Scott Boras: the teflon agent

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Buster Olney has an article up about Scott Boras over at ESPN today. It’s framed with a “I guess we’ll wait and see what Boras does” kind of thing, but the meat of it — and Buster’s probable intention — is to catalog some of Boras’ screwups in recent years.  The highlights:

  • Playing cute with Pedro Alvarez, the Pirates’ No. 1 pick in 2008, at the signing deadline and then starting a grievance process against Pittsburgh. Buster thinks this will hurt Alvarez long-term;
  • The A-Rod opt-out fiasco, which was only saved when Rodriguez went around Boras to negotiate with New York;
  • Johnny Damon’s apparently failed gambits this offseason, which have likely cost him either millions of dollars, playing in his preferred New York or both.

There’s room to argue about all of this. On the one hand, yes, Varitek probably took less money last year by opting out of arbitration than if he had gone, but if he did he probably wouldn’t have a job this year, which he has by virtue of the player option he got last year. $9 million for one year via arbitration in 2009, or 2009 and 2010 for $8 million total as a result of Boras-led negotiation? Varitek may very well prefer the latter to sitting at home doing nothing this season.

I’m not sure what to think about the Alvarez thing. Maybe Boras’ tactics have delayed his development in Pittsburgh, maybe not. Though I think that if any team is going to hold such business against a player it will be Pittsburgh, I think that even the Pirates are bigger than holding a grudge if the player’s talent and performance demands that he be advanced in a regular fashion.

What to say about A-Rod? It was messy to be sure, and probably ill-handled by Boras. But at the end of the day, A-Rod did get more money and what amounts to seven year extension, and no one would dare give him that now, let alone next year when his original deal would have expired. Take points off for style, but I can’t see how you can really criticize this when you take everything into account.

Ultimately I think Boras’ biggest mistakes come in the smallest of places, not these high profile affairs. Places like Johnny Damon’s contract this year, whatever it will be. In the welfare of his lower-profile clients like Joe Crede and Hank Blalock and Jarrod Washburn who likely have to deal with (a) an aversion on the part of front offices to deal with them because of who their agent is; and (b) the fact that they cannot possibly rate in the top ten of Scott Boras’ daily priorities given the other guys he represents, even before taking arguable conflicts of interest into account.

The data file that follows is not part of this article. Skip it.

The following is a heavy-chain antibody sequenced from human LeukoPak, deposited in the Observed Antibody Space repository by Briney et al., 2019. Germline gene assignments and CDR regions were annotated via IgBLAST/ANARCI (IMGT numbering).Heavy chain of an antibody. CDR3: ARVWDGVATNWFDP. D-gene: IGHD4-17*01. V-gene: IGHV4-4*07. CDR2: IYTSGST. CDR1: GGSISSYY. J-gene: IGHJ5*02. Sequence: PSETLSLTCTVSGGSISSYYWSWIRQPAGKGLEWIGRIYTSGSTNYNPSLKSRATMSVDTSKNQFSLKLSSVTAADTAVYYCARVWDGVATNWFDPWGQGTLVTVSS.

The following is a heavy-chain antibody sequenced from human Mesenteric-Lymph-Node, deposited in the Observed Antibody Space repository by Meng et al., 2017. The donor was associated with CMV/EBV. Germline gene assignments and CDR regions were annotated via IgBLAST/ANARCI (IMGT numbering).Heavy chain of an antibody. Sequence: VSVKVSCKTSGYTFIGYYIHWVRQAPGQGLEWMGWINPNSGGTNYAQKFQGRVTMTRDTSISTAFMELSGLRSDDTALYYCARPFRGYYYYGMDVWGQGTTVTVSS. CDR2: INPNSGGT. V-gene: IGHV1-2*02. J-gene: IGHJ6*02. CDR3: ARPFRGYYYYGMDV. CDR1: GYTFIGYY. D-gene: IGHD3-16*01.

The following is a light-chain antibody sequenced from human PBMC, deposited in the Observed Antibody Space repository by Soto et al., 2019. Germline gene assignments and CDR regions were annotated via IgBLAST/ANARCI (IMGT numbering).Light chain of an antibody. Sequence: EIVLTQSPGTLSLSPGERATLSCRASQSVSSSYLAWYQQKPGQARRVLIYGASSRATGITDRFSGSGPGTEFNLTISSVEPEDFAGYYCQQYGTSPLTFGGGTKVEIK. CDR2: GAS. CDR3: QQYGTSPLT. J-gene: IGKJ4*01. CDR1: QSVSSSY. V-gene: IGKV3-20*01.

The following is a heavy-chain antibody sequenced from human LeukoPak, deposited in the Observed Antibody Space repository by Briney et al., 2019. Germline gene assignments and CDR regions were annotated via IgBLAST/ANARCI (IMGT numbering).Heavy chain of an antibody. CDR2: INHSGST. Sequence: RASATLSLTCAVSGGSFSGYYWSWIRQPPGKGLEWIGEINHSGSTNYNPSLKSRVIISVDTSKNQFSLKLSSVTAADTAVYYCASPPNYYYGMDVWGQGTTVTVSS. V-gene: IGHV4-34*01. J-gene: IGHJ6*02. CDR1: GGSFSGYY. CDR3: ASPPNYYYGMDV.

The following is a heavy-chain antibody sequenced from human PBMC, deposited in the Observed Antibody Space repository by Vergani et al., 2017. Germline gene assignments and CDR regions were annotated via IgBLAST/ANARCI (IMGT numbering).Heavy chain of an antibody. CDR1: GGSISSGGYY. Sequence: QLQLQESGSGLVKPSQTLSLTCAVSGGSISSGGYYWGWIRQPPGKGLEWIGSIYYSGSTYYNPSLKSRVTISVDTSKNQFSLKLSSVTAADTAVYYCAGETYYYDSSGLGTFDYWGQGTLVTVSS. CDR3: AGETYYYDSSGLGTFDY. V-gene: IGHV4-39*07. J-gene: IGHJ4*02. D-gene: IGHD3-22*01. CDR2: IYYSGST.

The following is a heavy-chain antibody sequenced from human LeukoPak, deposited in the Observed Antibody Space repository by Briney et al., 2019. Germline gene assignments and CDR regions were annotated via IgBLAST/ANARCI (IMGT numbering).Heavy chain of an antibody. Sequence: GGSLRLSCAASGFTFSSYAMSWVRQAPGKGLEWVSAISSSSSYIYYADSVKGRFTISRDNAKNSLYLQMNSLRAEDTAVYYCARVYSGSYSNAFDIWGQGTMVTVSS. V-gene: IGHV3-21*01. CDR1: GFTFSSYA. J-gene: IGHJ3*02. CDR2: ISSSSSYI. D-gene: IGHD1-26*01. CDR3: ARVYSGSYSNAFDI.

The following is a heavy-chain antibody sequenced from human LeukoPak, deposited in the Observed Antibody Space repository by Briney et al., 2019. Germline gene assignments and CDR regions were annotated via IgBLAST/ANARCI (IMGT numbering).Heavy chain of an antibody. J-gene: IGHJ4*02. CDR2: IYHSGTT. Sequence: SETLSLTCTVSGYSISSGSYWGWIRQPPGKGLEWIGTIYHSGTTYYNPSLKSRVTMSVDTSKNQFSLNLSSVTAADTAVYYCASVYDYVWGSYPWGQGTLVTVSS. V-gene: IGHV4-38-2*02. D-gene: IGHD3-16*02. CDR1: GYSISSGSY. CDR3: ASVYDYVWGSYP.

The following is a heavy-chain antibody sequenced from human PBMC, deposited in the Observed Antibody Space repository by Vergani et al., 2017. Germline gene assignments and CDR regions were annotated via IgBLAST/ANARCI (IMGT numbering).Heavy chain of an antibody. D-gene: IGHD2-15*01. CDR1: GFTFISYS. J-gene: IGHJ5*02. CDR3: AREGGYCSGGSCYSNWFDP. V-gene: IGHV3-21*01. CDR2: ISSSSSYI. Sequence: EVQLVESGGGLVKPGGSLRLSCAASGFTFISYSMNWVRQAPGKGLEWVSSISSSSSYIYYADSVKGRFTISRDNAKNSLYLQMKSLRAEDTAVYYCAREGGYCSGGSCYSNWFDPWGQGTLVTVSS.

Boras gets raked over the coals for his high profile behavior. That’s probably a mistake. I’m way more curious about what happens when and where no one notices.

Astros extend winning streak to 11 games

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The Astros rallied late to keep their winning streak alive, extending it to 11 games with a 7-4 victory over the Royals on Sunday afternoon. The club is now 48-25, leading the Mariners by a full game in the AL West.

The Royals took a 4-2 lead after three innings, but Brian McCann knocked in a run with a single in the top of the fourth to cut the deficit to one run. Carlos Correa hit a game-tying solo home run in the eighth. The Astros kept their foot on the gas, scoring two more runs on RBI singles from Evan Gattis and Marwin Gonzalez in the top of the eighth and another in the top of the ninth on Correa’s sacrifice fly.

Starter Lance McCullers allowed four runs (two earned) on six hits and two walks with nine strikeouts over six innings. Tony Sipp worked a scoreless seventh. Ken Giles did the same in the eighth. Hector Rondon finished off the win in the ninth, working around a one-out walk with a game-ending double play.

After winning all 10 games on their road trip against the Rangers, Athletics, and Royals, the Astros will head home for a nine-game homestand against the Rays, Royals, and Blue Jays. Each club is below .500.